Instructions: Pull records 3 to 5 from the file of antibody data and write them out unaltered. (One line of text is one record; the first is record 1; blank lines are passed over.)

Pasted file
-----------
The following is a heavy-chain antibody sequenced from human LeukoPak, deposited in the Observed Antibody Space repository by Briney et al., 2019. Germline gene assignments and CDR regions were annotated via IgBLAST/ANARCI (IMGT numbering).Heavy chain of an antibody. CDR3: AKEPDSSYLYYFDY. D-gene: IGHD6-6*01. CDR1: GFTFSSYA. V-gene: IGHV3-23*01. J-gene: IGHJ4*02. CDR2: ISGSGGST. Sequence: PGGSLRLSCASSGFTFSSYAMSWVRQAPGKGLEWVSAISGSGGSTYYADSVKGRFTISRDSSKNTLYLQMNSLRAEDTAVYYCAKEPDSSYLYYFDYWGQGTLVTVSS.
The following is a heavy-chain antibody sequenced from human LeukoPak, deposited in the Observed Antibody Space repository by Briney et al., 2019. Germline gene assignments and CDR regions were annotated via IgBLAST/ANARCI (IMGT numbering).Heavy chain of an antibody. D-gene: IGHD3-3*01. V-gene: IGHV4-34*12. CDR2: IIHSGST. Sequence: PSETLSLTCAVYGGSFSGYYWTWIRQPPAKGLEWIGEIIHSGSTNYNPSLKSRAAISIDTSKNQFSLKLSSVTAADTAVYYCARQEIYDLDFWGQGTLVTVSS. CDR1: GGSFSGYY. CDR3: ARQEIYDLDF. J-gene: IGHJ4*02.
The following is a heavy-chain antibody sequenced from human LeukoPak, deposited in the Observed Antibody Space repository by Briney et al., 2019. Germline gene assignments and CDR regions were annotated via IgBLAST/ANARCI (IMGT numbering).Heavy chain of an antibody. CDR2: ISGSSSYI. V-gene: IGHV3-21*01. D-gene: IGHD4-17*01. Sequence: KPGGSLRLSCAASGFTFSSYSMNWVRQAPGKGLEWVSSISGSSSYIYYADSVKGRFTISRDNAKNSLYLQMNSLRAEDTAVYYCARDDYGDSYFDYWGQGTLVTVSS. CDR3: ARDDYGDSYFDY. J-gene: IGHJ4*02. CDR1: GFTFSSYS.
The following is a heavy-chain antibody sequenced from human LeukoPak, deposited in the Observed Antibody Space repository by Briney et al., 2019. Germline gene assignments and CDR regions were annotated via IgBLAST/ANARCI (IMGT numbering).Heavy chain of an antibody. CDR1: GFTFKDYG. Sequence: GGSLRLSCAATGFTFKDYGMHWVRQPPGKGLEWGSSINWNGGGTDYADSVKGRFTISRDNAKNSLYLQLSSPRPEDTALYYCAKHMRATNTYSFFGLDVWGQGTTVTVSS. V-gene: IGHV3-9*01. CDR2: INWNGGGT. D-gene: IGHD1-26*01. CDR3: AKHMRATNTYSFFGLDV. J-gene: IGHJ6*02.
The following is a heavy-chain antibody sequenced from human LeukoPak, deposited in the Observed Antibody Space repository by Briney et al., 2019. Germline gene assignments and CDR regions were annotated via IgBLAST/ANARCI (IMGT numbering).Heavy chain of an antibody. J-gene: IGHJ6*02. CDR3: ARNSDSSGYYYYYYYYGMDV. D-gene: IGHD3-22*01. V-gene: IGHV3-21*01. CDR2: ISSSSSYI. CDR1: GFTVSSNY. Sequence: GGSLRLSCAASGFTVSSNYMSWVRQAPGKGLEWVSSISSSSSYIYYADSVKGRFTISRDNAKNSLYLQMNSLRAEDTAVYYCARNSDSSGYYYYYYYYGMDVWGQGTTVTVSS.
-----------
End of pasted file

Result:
The following is a heavy-chain antibody sequenced from human LeukoPak, deposited in the Observed Antibody Space repository by Briney et al., 2019. Germline gene assignments and CDR regions were annotated via IgBLAST/ANARCI (IMGT numbering).Heavy chain of an antibody. CDR2: ISGSSSYI. V-gene: IGHV3-21*01. D-gene: IGHD4-17*01. Sequence: KPGGSLRLSCAASGFTFSSYSMNWVRQAPGKGLEWVSSISGSSSYIYYADSVKGRFTISRDNAKNSLYLQMNSLRAEDTAVYYCARDDYGDSYFDYWGQGTLVTVSS. CDR3: ARDDYGDSYFDY. J-gene: IGHJ4*02. CDR1: GFTFSSYS.
The following is a heavy-chain antibody sequenced from human LeukoPak, deposited in the Observed Antibody Space repository by Briney et al., 2019. Germline gene assignments and CDR regions were annotated via IgBLAST/ANARCI (IMGT numbering).Heavy chain of an antibody. CDR1: GFTFKDYG. Sequence: GGSLRLSCAATGFTFKDYGMHWVRQPPGKGLEWGSSINWNGGGTDYADSVKGRFTISRDNAKNSLYLQLSSPRPEDTALYYCAKHMRATNTYSFFGLDVWGQGTTVTVSS. V-gene: IGHV3-9*01. CDR2: INWNGGGT. D-gene: IGHD1-26*01. CDR3: AKHMRATNTYSFFGLDV. J-gene: IGHJ6*02.
The following is a heavy-chain antibody sequenced from human LeukoPak, deposited in the Observed Antibody Space repository by Briney et al., 2019. Germline gene assignments and CDR regions were annotated via IgBLAST/ANARCI (IMGT numbering).Heavy chain of an antibody. J-gene: IGHJ6*02. CDR3: ARNSDSSGYYYYYYYYGMDV. D-gene: IGHD3-22*01. V-gene: IGHV3-21*01. CDR2: ISSSSSYI. CDR1: GFTVSSNY. Sequence: GGSLRLSCAASGFTVSSNYMSWVRQAPGKGLEWVSSISSSSSYIYYADSVKGRFTISRDNAKNSLYLQMNSLRAEDTAVYYCARNSDSSGYYYYYYYYGMDVWGQGTTVTVSS.